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“Under Danni’s Window” was released in 2014. But it was written long ago. Or at least, it was lived long ago.


As with most authors, most of my stories are drawn from experiences; places I’ve been, people I’ve known. Friends and relatives who have read “Danni” have commented on the familiarity of the locations, the locales rather obvious but slightly camouflaged with the odd name or the major landmark that’s either missing or invented. And more often than not, they’ll ask if “so-and-so” we grew up with is this or that specific character in the story. Funny, some of them are able and ready to identify others in the book, but not themselves; human nature at work, readily identifying with the protagonist, the victim, or the underdog.


As life can sometimes be, “Danni” is a little dark. The topic of bullying has been around forever; it may seem as it’s a relatively new phenomenon given all the recent focus it’s engendered. But it was quite prevalent when I was young and it certainly predated my birth. My experience was that everyone was a bully. It was situational. As surely as the dim-witted giant that used to pound my face into the mud after class, I was just as mercilessly bullied by those of the superior genetic class or those who happened to occupy the economic rungs above the one my family was perched upon. And I used that as my impetus to bully others who happened to be lacking in whatever specific trait I was exploiting at any given time.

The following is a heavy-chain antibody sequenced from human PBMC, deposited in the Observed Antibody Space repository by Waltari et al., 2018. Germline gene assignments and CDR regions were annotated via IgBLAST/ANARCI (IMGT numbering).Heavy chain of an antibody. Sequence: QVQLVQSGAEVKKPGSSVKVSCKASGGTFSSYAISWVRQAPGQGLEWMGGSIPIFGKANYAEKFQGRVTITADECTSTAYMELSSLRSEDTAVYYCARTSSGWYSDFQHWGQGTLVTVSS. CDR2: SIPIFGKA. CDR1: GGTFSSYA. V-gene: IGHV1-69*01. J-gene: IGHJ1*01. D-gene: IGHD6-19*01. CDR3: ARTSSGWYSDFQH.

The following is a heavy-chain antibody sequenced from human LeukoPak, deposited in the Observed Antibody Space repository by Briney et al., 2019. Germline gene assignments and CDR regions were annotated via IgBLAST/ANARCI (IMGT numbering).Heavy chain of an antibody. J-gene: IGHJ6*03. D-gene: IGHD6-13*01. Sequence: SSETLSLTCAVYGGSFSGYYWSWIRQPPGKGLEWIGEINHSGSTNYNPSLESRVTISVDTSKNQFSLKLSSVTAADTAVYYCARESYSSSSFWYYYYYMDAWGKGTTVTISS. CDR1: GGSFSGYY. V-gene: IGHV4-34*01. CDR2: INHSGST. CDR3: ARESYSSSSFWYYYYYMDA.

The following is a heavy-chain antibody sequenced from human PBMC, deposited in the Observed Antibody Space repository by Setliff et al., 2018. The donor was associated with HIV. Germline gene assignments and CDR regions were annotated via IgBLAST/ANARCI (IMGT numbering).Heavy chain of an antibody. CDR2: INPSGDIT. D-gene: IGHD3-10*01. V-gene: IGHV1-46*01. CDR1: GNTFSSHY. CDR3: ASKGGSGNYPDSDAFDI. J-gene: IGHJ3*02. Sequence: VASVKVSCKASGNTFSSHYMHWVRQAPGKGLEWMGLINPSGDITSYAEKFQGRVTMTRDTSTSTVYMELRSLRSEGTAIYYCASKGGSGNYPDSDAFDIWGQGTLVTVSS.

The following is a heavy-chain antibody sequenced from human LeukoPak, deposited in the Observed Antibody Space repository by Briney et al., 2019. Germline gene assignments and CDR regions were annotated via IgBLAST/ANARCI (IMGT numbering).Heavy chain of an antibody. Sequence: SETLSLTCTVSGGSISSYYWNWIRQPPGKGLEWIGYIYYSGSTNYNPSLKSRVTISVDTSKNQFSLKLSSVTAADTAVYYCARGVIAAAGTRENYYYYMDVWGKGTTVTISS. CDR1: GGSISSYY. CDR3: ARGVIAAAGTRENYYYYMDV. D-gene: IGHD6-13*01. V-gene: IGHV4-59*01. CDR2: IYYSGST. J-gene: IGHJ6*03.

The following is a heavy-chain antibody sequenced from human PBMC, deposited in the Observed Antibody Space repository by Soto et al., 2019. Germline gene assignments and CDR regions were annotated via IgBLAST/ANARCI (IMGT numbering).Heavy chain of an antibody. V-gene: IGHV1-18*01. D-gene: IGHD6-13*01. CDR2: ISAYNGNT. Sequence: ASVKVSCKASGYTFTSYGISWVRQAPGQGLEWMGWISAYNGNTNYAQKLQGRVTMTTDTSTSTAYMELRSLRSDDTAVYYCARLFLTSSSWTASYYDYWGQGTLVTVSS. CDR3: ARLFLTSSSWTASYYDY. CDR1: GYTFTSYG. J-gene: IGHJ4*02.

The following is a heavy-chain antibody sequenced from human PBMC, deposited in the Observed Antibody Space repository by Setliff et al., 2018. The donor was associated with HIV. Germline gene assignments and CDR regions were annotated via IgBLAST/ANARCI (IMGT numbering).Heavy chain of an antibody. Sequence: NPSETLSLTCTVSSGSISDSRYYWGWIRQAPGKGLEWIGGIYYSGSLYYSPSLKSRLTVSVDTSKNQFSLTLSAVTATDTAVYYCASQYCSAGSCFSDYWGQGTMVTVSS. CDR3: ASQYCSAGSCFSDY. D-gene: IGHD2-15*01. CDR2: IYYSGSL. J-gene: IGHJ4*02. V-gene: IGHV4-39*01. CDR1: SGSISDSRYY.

As the boys in “Danni” discover, there is no one description of a bully. There is no one cause. But just as with my past friends who cannot see themselves in any of the bullies in “Danni”, the young boys in the story never question who they are other than those being victimized. Life will often hold a mirror to our faces; many refuse to see, unable to accept or recognize the ugliness inherent in most humans.  The role of the sympathetic victim is far easier to play; it causes one far less emotional guilt.


If we were to be able to see the complete history of others, and have them see the history of ourselves, would we still feel the same way about each other? Would we be able to admit that we too, were bullies, as surely as we were victims? And would we recognize that as we age, it never really goes away? We just refine it, use it discriminately, maybe at work, maybe in our relationships.


“Under Danni’s Window” is that mirror. Whether you are looking through the misty image to your past or seeing yourself as you believe you are now, which character are you?


I hope you enjoy “Under Danni’s Window.”


Best Wishes;


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